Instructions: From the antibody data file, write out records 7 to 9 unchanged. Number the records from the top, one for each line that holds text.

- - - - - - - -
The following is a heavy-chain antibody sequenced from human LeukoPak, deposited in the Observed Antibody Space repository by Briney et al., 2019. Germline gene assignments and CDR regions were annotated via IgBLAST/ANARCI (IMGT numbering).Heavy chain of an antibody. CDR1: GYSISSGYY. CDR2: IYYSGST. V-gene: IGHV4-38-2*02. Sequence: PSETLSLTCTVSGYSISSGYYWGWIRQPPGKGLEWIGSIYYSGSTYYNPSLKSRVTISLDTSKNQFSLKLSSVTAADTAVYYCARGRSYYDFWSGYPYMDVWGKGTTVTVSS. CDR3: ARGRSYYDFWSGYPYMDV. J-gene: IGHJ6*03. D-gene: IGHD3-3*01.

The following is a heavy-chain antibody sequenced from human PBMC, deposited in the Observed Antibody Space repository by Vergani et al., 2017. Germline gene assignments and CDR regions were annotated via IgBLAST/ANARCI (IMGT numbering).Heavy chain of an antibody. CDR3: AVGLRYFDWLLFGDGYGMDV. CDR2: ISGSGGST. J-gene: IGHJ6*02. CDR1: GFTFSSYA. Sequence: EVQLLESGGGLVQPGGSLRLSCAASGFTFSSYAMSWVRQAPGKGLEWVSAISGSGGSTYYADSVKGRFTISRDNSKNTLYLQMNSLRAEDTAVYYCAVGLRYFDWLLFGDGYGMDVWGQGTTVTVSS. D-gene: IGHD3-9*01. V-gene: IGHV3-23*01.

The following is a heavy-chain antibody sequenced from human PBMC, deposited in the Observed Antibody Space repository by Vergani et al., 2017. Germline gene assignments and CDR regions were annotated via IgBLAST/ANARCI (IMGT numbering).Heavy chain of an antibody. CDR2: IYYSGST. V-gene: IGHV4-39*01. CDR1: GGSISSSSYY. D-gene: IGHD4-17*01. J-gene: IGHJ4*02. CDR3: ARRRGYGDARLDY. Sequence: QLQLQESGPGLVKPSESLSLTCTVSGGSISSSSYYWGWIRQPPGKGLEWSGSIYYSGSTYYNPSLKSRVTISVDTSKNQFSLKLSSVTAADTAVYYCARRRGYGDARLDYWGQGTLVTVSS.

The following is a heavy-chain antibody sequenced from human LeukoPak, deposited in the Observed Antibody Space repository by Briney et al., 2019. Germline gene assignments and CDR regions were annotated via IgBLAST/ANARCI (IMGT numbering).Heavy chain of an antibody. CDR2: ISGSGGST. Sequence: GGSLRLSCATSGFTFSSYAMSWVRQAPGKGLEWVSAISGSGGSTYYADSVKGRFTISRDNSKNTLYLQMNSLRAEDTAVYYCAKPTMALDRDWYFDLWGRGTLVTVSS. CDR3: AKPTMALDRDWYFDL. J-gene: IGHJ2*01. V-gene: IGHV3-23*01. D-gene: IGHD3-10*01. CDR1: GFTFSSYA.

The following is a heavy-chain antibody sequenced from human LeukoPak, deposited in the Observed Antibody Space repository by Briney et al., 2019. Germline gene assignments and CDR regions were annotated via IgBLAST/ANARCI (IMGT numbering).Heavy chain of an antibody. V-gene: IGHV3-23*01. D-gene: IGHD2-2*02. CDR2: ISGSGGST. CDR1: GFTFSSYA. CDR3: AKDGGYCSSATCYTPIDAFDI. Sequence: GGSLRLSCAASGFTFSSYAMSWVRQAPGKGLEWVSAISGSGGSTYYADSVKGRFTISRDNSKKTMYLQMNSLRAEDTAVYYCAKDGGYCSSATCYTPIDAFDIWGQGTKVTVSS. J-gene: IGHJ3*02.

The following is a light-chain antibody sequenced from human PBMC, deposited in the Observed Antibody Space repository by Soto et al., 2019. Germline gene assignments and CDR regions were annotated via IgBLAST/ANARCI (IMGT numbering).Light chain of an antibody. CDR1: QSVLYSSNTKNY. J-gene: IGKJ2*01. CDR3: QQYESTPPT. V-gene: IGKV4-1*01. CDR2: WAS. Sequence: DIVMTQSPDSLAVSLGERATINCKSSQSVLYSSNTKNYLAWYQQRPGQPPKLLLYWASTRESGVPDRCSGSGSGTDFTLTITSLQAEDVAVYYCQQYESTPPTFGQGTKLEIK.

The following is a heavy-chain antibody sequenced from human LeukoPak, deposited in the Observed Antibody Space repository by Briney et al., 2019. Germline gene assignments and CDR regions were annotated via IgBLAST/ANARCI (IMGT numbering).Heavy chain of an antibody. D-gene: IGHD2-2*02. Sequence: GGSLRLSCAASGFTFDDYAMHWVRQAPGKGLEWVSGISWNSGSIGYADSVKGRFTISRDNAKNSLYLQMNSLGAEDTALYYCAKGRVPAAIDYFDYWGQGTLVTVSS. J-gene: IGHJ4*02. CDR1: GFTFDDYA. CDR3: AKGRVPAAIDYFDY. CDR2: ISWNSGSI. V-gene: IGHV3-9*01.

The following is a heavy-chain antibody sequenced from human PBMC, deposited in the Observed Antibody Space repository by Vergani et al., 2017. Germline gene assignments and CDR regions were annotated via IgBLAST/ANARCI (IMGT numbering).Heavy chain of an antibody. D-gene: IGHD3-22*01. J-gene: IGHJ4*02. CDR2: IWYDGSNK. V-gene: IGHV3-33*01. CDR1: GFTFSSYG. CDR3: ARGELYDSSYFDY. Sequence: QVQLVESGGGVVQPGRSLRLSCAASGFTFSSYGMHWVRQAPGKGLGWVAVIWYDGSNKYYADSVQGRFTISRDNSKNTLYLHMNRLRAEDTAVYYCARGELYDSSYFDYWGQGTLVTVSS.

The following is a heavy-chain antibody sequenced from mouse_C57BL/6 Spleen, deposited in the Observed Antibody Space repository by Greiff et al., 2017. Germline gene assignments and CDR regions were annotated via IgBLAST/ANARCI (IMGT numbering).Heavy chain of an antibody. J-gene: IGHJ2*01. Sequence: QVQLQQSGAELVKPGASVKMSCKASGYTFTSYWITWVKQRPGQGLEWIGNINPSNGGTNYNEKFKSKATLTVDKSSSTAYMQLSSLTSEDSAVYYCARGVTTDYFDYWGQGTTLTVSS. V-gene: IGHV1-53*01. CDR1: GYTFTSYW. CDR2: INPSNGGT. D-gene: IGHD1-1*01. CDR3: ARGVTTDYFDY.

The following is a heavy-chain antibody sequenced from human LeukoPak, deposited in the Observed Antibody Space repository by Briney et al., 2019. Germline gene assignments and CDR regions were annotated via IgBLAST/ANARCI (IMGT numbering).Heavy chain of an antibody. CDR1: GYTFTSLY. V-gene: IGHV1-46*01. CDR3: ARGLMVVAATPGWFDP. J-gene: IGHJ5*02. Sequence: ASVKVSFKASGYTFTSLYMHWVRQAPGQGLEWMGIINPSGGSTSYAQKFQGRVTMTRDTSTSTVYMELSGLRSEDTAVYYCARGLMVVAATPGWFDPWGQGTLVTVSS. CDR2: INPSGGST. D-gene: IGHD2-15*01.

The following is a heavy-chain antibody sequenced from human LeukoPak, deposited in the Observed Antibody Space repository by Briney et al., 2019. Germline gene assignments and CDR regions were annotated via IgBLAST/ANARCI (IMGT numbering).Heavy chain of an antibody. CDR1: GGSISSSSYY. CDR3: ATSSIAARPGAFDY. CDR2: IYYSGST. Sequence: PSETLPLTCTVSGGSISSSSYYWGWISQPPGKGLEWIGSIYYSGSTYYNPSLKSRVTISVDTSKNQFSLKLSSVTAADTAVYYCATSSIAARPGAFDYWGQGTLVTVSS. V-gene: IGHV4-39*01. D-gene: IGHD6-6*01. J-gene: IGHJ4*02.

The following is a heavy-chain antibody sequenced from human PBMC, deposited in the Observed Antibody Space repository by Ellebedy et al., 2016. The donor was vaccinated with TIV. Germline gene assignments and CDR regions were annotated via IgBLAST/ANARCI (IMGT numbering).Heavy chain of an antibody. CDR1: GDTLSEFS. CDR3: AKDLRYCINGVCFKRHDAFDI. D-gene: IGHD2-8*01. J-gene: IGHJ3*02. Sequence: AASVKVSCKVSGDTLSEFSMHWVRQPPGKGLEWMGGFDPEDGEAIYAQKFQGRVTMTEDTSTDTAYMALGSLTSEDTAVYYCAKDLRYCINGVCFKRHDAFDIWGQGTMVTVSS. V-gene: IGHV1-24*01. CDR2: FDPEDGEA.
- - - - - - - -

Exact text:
The following is a heavy-chain antibody sequenced from human LeukoPak, deposited in the Observed Antibody Space repository by Briney et al., 2019. Germline gene assignments and CDR regions were annotated via IgBLAST/ANARCI (IMGT numbering).Heavy chain of an antibody. D-gene: IGHD2-2*02. Sequence: GGSLRLSCAASGFTFDDYAMHWVRQAPGKGLEWVSGISWNSGSIGYADSVKGRFTISRDNAKNSLYLQMNSLGAEDTALYYCAKGRVPAAIDYFDYWGQGTLVTVSS. J-gene: IGHJ4*02. CDR1: GFTFDDYA. CDR3: AKGRVPAAIDYFDY. CDR2: ISWNSGSI. V-gene: IGHV3-9*01.

The following is a heavy-chain antibody sequenced from human PBMC, deposited in the Observed Antibody Space repository by Vergani et al., 2017. Germline gene assignments and CDR regions were annotated via IgBLAST/ANARCI (IMGT numbering).Heavy chain of an antibody. D-gene: IGHD3-22*01. J-gene: IGHJ4*02. CDR2: IWYDGSNK. V-gene: IGHV3-33*01. CDR1: GFTFSSYG. CDR3: ARGELYDSSYFDY. Sequence: QVQLVESGGGVVQPGRSLRLSCAASGFTFSSYGMHWVRQAPGKGLGWVAVIWYDGSNKYYADSVQGRFTISRDNSKNTLYLHMNRLRAEDTAVYYCARGELYDSSYFDYWGQGTLVTVSS.

The following is a heavy-chain antibody sequenced from mouse_C57BL/6 Spleen, deposited in the Observed Antibody Space repository by Greiff et al., 2017. Germline gene assignments and CDR regions were annotated via IgBLAST/ANARCI (IMGT numbering).Heavy chain of an antibody. J-gene: IGHJ2*01. Sequence: QVQLQQSGAELVKPGASVKMSCKASGYTFTSYWITWVKQRPGQGLEWIGNINPSNGGTNYNEKFKSKATLTVDKSSSTAYMQLSSLTSEDSAVYYCARGVTTDYFDYWGQGTTLTVSS. V-gene: IGHV1-53*01. CDR1: GYTFTSYW. CDR2: INPSNGGT. D-gene: IGHD1-1*01. CDR3: ARGVTTDYFDY.